How true do adaptations have to be to their beloved source material? Should stories change with the times or do we stay faithful to every aspect of a text? Dr Charlie Allbright, a lecturer in Media and Communications at Regent’s University London explores this all in his new book ‘Stephen King’s It: Culture and the Clown’.
Having long been a fan of King’s work and adaptation, Dr Allbright decided to pitch his idea four years ago when King’s 1986 novel ‘It’ was announced for the big screen.
Now, with Andy Muschietti’s adaptation of King’s original story in cinemas 27 years after the release of the miniseries, Allbright explains '"It” still matters now because the story isn’t really about a killer clown, but about the way the child heroes react to events in their lives.
‘Digital media has spread awareness of different identities and experiences and each adaptation of 'It' has been altered to reflect the time and culture in which it is set.’ Allbright’s book shows ‘what It tells us about ourselves, who we want to be and what we should guard against’.
The real story is about the group of children, explains Allbright, known as ‘the Losers’ who are of different identities but still contend with the violence of their world and ‘stuff that life throws at them’.
Dr Allbright’s own teaching looks at identity and representation in media, reflecting that ‘seeing your identity represented on screen is now absolutely core to so much media at the moment.’
This is particularly relevant to ‘IT Chapter Two’ - Allbright argues that ‘the killing of a gay man within the film and book was based on an actual case in the 1980s. However, in the book it was a smaller incident, and in the TV mini series (1990) it was not featured at all. King himself and the people adapting this film recognise the value of taking the same story and moving it slightly, so it reflects the culture.’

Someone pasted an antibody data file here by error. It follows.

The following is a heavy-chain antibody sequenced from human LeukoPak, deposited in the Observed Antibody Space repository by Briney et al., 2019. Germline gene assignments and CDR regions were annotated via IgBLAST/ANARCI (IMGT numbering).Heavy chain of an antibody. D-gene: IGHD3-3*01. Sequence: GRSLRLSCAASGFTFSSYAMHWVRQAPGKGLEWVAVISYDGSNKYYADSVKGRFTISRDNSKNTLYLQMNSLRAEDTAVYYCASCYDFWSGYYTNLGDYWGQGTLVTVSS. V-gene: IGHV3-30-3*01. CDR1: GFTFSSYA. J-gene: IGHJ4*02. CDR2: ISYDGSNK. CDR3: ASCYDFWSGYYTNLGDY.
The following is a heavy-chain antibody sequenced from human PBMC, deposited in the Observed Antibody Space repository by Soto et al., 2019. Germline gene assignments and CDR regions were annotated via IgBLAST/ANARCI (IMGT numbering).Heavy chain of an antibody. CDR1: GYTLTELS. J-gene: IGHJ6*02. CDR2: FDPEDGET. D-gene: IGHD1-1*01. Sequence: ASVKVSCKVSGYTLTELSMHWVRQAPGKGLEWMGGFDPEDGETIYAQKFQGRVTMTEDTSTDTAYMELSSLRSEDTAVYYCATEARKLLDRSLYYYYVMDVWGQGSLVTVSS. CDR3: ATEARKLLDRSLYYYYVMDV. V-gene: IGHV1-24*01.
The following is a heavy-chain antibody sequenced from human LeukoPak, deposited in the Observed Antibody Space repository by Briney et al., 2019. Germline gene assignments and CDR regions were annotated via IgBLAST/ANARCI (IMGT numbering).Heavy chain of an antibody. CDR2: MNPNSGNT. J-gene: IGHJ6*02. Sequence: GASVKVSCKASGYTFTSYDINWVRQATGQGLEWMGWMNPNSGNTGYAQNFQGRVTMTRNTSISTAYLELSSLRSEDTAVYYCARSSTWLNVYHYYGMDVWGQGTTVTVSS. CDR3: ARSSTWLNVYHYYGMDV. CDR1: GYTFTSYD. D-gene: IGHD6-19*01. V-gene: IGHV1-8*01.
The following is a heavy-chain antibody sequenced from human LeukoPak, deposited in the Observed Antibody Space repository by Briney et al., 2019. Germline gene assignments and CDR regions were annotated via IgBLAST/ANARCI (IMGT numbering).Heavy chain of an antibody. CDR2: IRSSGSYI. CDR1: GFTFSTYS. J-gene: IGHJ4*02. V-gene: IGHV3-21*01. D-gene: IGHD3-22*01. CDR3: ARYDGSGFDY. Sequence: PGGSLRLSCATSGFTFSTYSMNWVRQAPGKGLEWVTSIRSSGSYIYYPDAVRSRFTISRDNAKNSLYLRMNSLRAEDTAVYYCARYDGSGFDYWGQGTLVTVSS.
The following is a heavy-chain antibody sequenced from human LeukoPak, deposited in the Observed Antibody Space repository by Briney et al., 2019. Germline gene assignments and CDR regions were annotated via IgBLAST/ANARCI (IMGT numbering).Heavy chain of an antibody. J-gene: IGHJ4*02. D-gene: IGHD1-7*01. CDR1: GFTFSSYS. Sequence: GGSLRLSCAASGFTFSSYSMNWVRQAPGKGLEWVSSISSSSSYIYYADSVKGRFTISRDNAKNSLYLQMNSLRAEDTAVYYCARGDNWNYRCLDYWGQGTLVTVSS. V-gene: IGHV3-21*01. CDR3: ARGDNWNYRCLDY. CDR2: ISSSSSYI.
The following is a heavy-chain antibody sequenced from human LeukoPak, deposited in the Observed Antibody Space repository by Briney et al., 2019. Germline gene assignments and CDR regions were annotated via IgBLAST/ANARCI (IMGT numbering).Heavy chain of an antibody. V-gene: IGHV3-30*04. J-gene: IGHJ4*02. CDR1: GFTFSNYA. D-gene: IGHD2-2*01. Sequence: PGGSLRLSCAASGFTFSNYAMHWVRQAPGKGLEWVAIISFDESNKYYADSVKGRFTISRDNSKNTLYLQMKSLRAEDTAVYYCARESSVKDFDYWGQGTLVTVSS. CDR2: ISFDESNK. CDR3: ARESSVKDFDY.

The book aims to be for King’s fans as well as those interested in the shifting sands of identity representation in culture, making academic theory accessible to all. It also contains the results of a world-first eye-tracking experiment that proves how King’s book physically encourages readers to empathise with the characters, understanding the differing natures of discrimination and community in the process.
Dr Allbright says his own work has been helped by his time working at Regent’s. ‘Working across media and cultural studies modules with a truly international cohort has enabled me to develop different approaches to learning and to question the assumptions we sometimes make within education.’
‘The book, therefore, changes in style depending on the chapters’ content in homage to King’s original, and examines the characters featuring a huge range of theories - from Laura Mulvey’s male gaze to Stuart Hall’s work on race, to provide a varied, stimulating and entertaining experience for the reader.’
Stephen King’s It: Culture and the Clown looks at King’s original book, the audiobook adaptations, the iconic miniseries (starring Tim Curry) and the recent films. It reflects Allbright’s interdisciplinary teaching in literary analysis and journalism, film and television studies, representation and diversity, mythology and religion, celebrity and fan cultures and the impact of technology on storytelling and is expected to be published at the end of 2019.